Out-Law News | 19 Sep 2018 | 4:59 pm | 4 min. read
Although 98% of FTSE 100-listed companies and 88% of FTSE 250-listed companies have a policy on board diversity, just 15% of FTSE 100-listed companies are currently fully compliant with the reporting requirements set out in the current UK Corporate Governance Code (the Code), according to research conducted on behalf of the Financial Reporting Council (FRC) (34-page / 1.03MB PDF). Full compliance with the Code requires companies to describe their policies on diversity, their process for board appointments, their objectives for implementing the policy, and progress on achieving those objectives.
The revised UK Corporate Governance Code comes into force on 1 January 2019, for company accounting periods beginning on or after that date. The revised Code, which like its predecessor will apply on a 'comply or explain' basis, contains a renewed emphasis on succession planning and clearer diversity reporting requirements. Companies will also be expected to ensure that their appointment and succession planning practices promote diversity more broadly, and to think beyond gender diversity.
FRC executive director Tracy Vegro said that some of the results of the research were "disappointing". She said that the FRC planned to write to listed companies to "challenge them to take a more strategic approach to diversity and inclusion, and to consider their approach to reporting on it".
"There is almost universal acceptance that diversity contributes to more effective decision-making and mitigates the danger of 'group think'," she said.
"We expected to see more of our largest companies providing greater information about their approach to boardroom diversity and insights on the actions they are taking to increase diversity at all levels, particularly those in the current UK Corporate Governance Code. To maintain a competitive edge and success over the long-term, UK companies need to consider how diversity and inclusion is relevant to the markets in which they operate, all their stakeholders and the communities they serve," she said.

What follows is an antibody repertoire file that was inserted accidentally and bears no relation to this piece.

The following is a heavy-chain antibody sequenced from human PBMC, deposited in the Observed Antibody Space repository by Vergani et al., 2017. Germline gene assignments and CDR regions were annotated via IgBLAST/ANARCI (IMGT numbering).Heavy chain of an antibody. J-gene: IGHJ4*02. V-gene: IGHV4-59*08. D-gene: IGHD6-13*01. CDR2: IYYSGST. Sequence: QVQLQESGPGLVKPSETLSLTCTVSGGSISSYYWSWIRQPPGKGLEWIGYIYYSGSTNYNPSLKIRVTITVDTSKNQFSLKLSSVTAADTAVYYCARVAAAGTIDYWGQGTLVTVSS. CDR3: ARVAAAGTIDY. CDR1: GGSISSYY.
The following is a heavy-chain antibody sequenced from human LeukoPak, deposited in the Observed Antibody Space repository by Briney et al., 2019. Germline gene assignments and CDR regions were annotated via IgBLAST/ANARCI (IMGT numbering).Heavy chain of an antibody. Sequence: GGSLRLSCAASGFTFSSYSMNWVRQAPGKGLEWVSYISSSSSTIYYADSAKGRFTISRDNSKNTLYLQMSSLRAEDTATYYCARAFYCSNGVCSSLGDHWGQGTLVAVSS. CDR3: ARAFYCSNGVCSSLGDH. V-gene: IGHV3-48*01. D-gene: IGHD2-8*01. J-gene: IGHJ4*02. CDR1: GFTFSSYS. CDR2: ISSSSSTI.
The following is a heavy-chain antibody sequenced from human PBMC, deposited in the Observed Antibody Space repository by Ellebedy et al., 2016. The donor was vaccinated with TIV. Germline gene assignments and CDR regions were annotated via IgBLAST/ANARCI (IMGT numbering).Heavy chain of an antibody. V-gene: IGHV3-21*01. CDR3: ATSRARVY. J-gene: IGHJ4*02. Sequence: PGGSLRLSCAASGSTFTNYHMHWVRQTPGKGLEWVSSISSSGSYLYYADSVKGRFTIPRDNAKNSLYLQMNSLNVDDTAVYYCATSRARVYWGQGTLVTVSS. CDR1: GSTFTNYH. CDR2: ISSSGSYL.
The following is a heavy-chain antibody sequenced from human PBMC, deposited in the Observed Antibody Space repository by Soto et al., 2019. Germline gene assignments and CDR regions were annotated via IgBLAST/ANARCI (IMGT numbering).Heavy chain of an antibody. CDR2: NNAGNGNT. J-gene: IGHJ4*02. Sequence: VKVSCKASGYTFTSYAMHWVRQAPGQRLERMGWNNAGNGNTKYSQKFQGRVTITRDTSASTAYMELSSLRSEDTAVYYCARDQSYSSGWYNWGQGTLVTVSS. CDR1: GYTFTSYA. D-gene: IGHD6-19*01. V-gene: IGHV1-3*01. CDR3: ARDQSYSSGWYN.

"The research suggests that although considerable progress has been made in increasing the diversity of UK boards since 2011, momentum has tailed off and efforts to increase female representation at the top of companies has stalled," said corporate governance expert Tom Garbett of Pinsent Masons, the law firm behind Out-Law.com. "With a new UK Corporate Governance Code ready for accounting periods beginning in 2019, a major pillar of which is reporting on diversity, many boards will need to give concentrated thought throughout 2019 to diversity in its different forms - and encourage their nomination committees to lead the way."
"The report estimates that only between 20 and 30% of the FTSE 100 and 10% of the FTSE 250 demonstrate 'best in class' reporting, a mature approach to gender diversity and a committed attempt to considering how best to increase ethnic diversity. This suggests that meeting the expectations of the Code will require practical focus from most companies who, the FRC hopes, will develop, and report, a multi-dimensional approach to the issue," he said.
The research was conducted by the business school at the University of Exeter, and based on published corporate reports as at 1 March 2018. The report also incorporated examples of "quality" diversity reporting by listed companies.